How COVID and Syria Conspiracy Theories Introduce Fascism to the Left Part 3: The Red-Brown Media Spectrum

The first part of this series introduced the main concepts and context of red-brownism, examining instances of its right-leaning manifestations. The second installment delved into the tumultuous realm of pure red-brownism, while the third installment explores how the red-brown and fascistic media ecosystems infiltrate leftist domains. This segment is likely the most contentious and complex to articulate, emphasizing the critical nature of its discourse. Given the existential threat posed by information warfare, linked to the potential for catastrophic military conflict, navigating the complexities of red-brownism is crucial.

The ecosystem adjacent to left-aligned red-brownism often establishes links to the right through mechanisms like authoritarian ultra-nationalism, anti-Zionism, populism, and opposition to US centrism, the Democratic Party, or liberalism at large. This strategy enables the integration of red-brown rhetoric and figures into wider circles identifying with leftist ideologies. For instance, while some fascists view the Democratic People’s Republic of Korea (DPRK) as a bastion of ethno-nationalism resisting external influence, certain authoritarian Marxist-Leninists perceive it as a beacon of anti-imperialist communist resilience. Despite differing motivations, such groups may find themselves sharing resources and temporarily aligning goals. Much of this synergy is facilitated by Marcyism, which advocates for unwavering support of any state that nominally opposes the West, ostensibly to prevent aiding imperialist suppression of global socialism. This ideology has been criticized for enabling imperialist entities to exploit these critiques for their own purposes, invisibilizing the potential for nuanced analysis and the grassroots movements battling fascism and imperialism.

Marcyism, initially Trotskyist in nature, has gained traction across a wide spectrum of the socialist left, particularly among those justifying authoritarian communist regimes. This has led to an influx of red-brown fascist and far-right populist alliances, inadvertently or deliberately. Examples include unwavering denial of Assad’s war crimes as a stance against US intelligence propaganda, inadvertently facilitating Holocaust revisionism. This phenomenon extends to media outlets that, while not overtly fascist, play a role in legitimating problematic stances and enabling fascists to leverage their content, thus broadening fascist recruitment pathways. These outlets often repackage far-right narratives with left-leaning aesthetics, significantly exposing leftists to fascist ideologies under the guise of familiar leftist terminology. Notable figures such as Oliver Stone have endorsed such media platforms, indicating their influence within certain circles.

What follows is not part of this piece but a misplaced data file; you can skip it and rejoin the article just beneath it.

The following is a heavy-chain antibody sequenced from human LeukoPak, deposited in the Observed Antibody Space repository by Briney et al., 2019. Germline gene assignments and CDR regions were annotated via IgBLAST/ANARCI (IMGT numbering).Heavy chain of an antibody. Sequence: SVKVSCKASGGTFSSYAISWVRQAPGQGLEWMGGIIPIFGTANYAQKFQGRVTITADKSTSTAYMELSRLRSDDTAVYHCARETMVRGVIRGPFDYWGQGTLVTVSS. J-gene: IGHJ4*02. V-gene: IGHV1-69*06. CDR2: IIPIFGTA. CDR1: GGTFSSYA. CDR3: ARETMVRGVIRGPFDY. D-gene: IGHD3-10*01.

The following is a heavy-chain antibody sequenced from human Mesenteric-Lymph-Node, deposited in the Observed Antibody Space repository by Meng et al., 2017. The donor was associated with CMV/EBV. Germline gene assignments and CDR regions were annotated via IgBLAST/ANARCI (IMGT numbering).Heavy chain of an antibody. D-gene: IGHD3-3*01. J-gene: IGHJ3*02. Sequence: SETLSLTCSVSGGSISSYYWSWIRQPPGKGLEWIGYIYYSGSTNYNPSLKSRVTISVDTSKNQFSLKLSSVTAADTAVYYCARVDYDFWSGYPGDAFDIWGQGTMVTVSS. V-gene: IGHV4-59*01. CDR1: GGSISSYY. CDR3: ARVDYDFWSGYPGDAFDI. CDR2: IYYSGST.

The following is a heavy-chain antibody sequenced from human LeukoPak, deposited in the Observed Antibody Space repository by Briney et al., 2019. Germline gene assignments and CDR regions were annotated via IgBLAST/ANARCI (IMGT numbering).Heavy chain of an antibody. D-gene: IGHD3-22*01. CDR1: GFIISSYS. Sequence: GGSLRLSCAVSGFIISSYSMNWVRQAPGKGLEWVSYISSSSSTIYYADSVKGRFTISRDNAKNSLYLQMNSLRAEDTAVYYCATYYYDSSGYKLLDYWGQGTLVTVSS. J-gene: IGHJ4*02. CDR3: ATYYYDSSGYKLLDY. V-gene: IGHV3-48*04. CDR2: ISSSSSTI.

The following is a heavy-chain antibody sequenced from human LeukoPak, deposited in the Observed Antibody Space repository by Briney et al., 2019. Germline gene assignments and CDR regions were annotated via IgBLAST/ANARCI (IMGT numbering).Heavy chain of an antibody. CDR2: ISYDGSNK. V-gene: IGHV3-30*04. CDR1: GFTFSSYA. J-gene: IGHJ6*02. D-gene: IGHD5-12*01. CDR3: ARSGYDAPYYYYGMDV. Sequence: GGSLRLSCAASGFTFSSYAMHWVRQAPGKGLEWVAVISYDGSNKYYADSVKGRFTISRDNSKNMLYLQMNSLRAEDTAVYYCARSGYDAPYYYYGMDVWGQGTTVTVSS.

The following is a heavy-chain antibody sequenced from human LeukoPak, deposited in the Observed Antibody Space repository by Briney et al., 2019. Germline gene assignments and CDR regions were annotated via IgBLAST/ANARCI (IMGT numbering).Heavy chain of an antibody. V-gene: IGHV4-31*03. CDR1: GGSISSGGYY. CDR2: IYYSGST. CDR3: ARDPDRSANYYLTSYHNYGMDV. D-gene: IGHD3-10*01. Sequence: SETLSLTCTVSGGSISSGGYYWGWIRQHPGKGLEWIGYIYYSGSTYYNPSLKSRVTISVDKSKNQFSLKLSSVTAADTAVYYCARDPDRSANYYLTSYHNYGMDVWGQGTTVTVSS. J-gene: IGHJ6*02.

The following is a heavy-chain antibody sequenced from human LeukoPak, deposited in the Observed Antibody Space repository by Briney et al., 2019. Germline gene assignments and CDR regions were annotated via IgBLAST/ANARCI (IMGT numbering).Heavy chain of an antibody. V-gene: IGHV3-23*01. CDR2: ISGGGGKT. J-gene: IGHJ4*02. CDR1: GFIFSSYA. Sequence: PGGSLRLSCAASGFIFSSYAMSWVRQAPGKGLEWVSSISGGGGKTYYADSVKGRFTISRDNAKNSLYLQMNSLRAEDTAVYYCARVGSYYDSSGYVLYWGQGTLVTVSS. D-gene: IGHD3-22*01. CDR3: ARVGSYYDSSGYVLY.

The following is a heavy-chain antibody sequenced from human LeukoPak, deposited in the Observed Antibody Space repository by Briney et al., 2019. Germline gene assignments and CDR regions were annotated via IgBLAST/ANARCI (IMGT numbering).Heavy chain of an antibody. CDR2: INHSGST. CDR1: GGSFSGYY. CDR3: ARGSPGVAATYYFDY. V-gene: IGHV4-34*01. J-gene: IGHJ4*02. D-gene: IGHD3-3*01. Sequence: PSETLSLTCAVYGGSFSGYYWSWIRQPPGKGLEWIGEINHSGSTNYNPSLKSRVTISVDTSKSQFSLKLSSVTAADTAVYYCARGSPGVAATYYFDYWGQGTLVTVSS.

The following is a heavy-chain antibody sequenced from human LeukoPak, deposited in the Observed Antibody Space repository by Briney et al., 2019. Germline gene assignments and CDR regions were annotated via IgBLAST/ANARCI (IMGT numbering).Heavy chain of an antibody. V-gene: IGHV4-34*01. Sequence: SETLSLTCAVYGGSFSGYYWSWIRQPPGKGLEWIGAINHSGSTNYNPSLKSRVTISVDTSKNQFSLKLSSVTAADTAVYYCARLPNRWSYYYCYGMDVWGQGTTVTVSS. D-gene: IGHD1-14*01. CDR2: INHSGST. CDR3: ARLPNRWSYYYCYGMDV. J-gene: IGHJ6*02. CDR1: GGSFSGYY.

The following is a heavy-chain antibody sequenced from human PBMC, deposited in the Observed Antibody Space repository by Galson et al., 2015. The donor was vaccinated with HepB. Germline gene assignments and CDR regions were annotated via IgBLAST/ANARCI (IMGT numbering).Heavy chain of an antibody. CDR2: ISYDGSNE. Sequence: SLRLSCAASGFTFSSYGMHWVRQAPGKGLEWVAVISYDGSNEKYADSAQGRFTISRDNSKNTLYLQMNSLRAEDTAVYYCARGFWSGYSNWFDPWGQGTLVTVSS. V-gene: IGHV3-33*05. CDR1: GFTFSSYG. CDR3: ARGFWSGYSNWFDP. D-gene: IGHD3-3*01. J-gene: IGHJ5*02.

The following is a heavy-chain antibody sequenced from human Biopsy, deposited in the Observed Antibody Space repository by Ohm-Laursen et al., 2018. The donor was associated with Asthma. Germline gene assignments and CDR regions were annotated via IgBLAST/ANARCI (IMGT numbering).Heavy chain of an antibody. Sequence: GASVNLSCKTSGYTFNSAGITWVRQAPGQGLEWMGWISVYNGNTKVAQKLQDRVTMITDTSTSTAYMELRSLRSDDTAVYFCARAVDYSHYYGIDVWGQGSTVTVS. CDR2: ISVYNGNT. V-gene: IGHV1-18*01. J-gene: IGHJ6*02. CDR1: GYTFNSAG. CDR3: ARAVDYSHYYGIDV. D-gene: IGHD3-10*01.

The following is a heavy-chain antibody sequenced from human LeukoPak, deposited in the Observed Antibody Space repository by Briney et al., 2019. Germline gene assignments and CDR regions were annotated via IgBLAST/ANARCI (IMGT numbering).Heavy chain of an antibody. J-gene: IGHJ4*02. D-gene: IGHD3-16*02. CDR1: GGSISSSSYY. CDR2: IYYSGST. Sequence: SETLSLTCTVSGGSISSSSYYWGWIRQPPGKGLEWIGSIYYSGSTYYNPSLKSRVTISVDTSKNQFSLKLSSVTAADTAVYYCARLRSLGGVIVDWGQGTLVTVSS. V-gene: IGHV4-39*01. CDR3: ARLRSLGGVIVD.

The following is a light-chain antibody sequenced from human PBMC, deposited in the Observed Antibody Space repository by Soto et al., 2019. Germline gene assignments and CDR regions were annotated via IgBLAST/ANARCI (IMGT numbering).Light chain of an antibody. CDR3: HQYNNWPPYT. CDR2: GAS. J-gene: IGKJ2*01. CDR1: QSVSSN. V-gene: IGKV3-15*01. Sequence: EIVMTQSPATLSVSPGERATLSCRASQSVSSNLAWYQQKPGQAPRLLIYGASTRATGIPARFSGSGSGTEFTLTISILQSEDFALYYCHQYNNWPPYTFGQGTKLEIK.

Global Research, founded by Michel Chossudovsky, emerged as a pivotal platform for various anti-establishment perspectives. However, its openness to diverse critiques soon attracted scrutiny for harboring antisemitism, conspiracy theories, and controversial stances, leading to academic disassociation. Despite this, the platform has continued to propagate controversial views, such as anti-vaccination rhetoric and the Irish Slave myth. Its alignment with figures and networks indicative of red-brown syndication has drawn attention from researchers and investigative journalists, highlighting its role in disseminating contentious narratives.

Similarly, The Grayzone has critiqued US imperialism without equally addressing the imperial actions of other nations like Russia or China, suggesting a reluctance to criticize allies perceived as opposing the US. This bias has been attributed to connections with red-brown and Kremlin-linked figures, reflecting a complex web of alliances and ideological alignments. The Grayzone’s reporting, particularly on Syria, has been criticized for relying on sources with questionable credibility and for echoing state-media narratives, underscoring the challenges of distinguishing between legitimate critique and facilitation of fascist or authoritarian agendas.

The interconnectedness of these platforms with state and non-state actors reveals a dense landscape of media manipulation, where the lines between factual critique, ideological propaganda, and outright disinformation blur. This network’s influence extends from niche online communities to the highest levels of government and media, underscoring the pervasive nature of red-brownism and the imperative to critically assess the sources and content of political discourse. The proliferation of these ideologies poses significant challenges to leftist movements, necessitating a vigilant and discerning approach to media consumption and ideological alignment.

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